My meditation confession.


The benefits of meditation are old news. Every week there's a new article out on Huffington Post, or any other online news source, about how sitting cross-legged for 20-30 minutes a day with a clear mind will help us: live to one-hundred, be smarter, sleep better, be happier, stay healthier, loose weight, beat cancer... The list goes on and on. But guess what? I have a confession:


It's not that I don't like (or need) to calm and center my brain on a daily basis. I find that I am a better acupuncpturist for my patients, partner to my boyfriend, and a better person in general when I'm able to start my day feeling both grounded and clear. Yet, I just don't like to sit down and meditate.

So what do I do to stop the chitter-chatter that continuously infiltrates my thoughts? Here are four of my favorite ways to glean the benefits of meditation without having to preztel my legs into lotus pose each morning.


I ride my bike a lot. Every day a lot. But not every ride is meditative for me. Most of the time I’m hurrying to get somewhere on time. My brain is busy trying to figure out the fastest route, or the best way to avoid heavy traffic.  Biking, for me, had always been a way to get from point A to point B. This summer that changed. I began spending more time away from city streets, and more time on trails, country roads, and putting on miles just for the sake of putting on miles. I realized that once I wasn’t playing defense against the city streets and drivers, my mind was able to just be. It was probably one of the closest feelings I’ve ever had to pure mediation – a mind at complete rest – but without having to sit still in a position that was often uncomfortable.


Walking has basically become my version of a meditative bike ride when I’m too busy to spend a few hours out on the trails. Lately I’ve been getting up 30-60 minutes earlier than usual and spending that extra time wandering around my neighborhood with no destination in mind. I let my feet do the leading and I enjoy the sounds of the world waking up around me. While I’m never quite able to zone out as much as I when I’m on my bike, I still find this practice to be a very calming and centering way to start my day.


Puzzling is a perfect wintertime meditation on patience. This is especially true if you set it up on your dining room table with the hopes of one day using said dining room table again. All kidding aside though, it really is one of my favorite ways to center myself after a busy day at work. It's a slow, time consuming activity, and I just love it. My friends and I spend so much time together working on puzzles each winter that we even have a theme song for it to the tune of “Every Day I’m Hustlin’” (but obviously, every day we’re puzzlin’… well, you get the idea).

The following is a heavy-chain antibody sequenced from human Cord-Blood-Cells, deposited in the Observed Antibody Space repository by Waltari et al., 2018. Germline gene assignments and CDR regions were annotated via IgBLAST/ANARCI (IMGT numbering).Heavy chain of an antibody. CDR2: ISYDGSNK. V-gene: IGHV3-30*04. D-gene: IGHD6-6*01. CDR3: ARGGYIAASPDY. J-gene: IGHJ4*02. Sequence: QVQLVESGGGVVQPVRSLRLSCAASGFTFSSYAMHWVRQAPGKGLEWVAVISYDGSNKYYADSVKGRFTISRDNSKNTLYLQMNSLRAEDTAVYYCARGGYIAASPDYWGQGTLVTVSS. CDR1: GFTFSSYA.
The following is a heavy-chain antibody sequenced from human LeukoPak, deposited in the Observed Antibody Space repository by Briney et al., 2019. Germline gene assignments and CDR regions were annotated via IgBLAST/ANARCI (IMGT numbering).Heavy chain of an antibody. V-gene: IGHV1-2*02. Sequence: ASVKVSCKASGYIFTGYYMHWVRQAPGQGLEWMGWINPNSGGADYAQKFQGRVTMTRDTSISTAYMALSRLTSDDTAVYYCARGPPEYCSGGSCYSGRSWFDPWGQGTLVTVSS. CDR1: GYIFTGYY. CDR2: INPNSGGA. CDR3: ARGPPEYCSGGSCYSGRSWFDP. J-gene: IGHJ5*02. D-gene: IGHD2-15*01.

For this to be meditative for me, the book in question has to be a work of fiction. Brushing up on my World War II history or learning more herbal remedies for arthritis isn’t going to do the trick. But when I find the right book, it is much easier for me to get lost in another persons’ world than it is for me to try to get lost in my own world.


* knit a scarf * stretch tight muscles * cook a meal * practice yoga * run a 5K * play an instrument * mow the lawn * listen to your favorite record on repeat * go to a museum and look at your favorite painting * do the dishes by hand * jump rope * fish for that night’s dinner * dance alone in your room * weed your garden * make a quilt * forage for wild edibles * float down a river * paint something * sit by a bonfire and watch the flames * lay down in the grass and watch the clouds drift by * complete a sudoku puzzle * draw a continuous line drawing * walk a labyrinth * visit the arboretum * bake a cake *

*Note that none of the above ideas should be done while watching tv, listening to a podcast, scrolling on Facebook, etc. The idea is to lose yourself to your chosen activity and allow your mind to drift or settle.


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